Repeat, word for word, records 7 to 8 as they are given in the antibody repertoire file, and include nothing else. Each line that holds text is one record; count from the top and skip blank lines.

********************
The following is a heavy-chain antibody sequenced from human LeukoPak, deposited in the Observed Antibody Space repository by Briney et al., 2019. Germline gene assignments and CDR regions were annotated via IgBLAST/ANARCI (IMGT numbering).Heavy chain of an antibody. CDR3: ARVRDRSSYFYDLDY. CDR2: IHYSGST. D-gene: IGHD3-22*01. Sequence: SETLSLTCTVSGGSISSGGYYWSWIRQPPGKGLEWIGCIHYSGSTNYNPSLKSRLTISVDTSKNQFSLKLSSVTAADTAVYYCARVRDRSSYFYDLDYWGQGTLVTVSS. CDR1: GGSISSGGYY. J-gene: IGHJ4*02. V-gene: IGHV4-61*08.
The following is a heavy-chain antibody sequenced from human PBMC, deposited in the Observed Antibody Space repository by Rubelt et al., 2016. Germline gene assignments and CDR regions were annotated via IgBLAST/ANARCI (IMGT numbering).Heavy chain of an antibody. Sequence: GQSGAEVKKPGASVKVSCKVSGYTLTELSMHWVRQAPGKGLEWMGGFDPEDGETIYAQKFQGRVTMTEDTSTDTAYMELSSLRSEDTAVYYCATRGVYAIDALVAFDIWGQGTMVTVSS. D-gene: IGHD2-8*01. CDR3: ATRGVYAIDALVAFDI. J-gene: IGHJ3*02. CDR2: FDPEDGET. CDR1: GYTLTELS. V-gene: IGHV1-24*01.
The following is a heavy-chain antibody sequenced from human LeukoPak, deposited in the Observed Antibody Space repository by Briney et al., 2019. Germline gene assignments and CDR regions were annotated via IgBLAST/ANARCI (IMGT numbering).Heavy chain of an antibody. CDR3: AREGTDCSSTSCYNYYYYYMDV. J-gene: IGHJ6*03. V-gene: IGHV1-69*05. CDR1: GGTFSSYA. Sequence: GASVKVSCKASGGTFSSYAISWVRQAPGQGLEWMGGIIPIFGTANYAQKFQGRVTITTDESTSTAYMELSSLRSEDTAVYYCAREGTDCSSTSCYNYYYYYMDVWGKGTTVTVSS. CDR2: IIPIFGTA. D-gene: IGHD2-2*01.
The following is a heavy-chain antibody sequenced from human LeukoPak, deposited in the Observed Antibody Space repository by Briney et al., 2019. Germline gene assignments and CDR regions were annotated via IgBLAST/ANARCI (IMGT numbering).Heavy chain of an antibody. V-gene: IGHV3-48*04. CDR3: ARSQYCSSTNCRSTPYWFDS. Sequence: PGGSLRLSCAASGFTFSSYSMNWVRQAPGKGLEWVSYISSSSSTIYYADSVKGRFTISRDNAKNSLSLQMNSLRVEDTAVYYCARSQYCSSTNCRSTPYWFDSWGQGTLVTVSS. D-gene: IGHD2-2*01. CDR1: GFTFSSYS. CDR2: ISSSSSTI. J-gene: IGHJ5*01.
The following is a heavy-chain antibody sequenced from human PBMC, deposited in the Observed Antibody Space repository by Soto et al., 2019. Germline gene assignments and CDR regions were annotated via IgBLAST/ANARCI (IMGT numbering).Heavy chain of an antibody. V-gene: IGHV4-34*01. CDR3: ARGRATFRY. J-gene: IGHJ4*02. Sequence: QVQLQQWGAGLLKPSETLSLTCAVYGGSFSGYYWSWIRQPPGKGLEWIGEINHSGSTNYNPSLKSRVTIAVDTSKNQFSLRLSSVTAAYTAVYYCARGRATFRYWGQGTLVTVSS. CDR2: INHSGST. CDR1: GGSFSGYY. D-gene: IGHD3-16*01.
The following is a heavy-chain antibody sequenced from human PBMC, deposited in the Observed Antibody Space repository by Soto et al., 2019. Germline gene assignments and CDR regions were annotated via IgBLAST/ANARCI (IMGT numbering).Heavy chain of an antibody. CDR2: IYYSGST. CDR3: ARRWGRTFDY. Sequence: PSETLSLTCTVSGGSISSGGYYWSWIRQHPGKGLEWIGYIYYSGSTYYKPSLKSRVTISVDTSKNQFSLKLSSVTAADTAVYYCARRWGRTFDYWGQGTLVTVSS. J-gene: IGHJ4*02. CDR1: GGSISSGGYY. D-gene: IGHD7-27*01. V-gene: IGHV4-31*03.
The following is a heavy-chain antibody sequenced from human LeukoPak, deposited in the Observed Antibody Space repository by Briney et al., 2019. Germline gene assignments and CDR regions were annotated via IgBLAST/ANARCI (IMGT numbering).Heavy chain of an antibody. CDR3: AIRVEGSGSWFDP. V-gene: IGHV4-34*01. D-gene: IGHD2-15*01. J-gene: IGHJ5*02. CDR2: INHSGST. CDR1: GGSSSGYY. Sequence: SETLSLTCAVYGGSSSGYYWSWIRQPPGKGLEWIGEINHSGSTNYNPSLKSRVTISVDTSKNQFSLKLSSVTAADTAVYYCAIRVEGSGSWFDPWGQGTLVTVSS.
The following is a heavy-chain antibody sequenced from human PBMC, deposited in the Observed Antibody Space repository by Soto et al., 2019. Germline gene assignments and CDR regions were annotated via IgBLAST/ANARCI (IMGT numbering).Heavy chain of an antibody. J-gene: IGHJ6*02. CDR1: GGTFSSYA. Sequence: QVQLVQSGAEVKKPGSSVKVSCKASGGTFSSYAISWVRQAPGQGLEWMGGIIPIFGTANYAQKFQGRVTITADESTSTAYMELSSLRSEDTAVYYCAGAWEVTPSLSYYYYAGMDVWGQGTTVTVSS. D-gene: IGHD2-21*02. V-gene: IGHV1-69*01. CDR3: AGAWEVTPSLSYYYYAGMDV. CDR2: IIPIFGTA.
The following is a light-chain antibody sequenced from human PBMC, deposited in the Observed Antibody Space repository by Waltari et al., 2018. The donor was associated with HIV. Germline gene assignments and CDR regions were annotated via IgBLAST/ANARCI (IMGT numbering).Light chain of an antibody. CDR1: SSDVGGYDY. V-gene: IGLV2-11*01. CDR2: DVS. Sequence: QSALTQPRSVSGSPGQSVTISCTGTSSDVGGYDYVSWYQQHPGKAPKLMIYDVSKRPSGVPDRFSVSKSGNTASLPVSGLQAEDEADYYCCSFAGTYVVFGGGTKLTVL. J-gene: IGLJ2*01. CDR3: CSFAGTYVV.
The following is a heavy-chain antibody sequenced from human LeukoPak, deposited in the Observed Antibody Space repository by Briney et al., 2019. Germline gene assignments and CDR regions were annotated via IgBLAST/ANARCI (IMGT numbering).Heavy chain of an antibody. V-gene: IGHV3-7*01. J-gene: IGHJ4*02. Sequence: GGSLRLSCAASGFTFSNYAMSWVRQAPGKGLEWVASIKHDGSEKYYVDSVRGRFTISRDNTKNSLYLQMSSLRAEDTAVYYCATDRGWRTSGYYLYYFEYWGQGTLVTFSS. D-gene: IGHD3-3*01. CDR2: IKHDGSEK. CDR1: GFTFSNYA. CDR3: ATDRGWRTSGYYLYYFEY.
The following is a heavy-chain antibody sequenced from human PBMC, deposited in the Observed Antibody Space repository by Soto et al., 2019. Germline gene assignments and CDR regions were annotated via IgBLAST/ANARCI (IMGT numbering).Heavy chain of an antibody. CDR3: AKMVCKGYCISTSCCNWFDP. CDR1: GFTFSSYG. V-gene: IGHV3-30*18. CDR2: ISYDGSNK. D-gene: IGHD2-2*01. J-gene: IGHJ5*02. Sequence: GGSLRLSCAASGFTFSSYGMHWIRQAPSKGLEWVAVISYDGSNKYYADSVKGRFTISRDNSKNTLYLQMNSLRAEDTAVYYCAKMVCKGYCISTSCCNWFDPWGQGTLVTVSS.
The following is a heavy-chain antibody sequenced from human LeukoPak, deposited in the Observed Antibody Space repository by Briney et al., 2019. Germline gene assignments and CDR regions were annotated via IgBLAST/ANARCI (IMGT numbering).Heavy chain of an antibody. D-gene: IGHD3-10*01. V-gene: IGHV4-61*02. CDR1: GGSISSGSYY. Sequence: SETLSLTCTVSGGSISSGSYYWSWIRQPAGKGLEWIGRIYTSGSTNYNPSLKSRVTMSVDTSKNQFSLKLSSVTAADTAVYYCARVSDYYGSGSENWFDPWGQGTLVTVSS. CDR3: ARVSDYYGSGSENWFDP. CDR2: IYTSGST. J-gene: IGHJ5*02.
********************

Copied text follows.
The following is a heavy-chain antibody sequenced from human LeukoPak, deposited in the Observed Antibody Space repository by Briney et al., 2019. Germline gene assignments and CDR regions were annotated via IgBLAST/ANARCI (IMGT numbering).Heavy chain of an antibody. CDR3: AIRVEGSGSWFDP. V-gene: IGHV4-34*01. D-gene: IGHD2-15*01. J-gene: IGHJ5*02. CDR2: INHSGST. CDR1: GGSSSGYY. Sequence: SETLSLTCAVYGGSSSGYYWSWIRQPPGKGLEWIGEINHSGSTNYNPSLKSRVTISVDTSKNQFSLKLSSVTAADTAVYYCAIRVEGSGSWFDPWGQGTLVTVSS.
The following is a heavy-chain antibody sequenced from human PBMC, deposited in the Observed Antibody Space repository by Soto et al., 2019. Germline gene assignments and CDR regions were annotated via IgBLAST/ANARCI (IMGT numbering).Heavy chain of an antibody. J-gene: IGHJ6*02. CDR1: GGTFSSYA. Sequence: QVQLVQSGAEVKKPGSSVKVSCKASGGTFSSYAISWVRQAPGQGLEWMGGIIPIFGTANYAQKFQGRVTITADESTSTAYMELSSLRSEDTAVYYCAGAWEVTPSLSYYYYAGMDVWGQGTTVTVSS. D-gene: IGHD2-21*02. V-gene: IGHV1-69*01. CDR3: AGAWEVTPSLSYYYYAGMDV. CDR2: IIPIFGTA.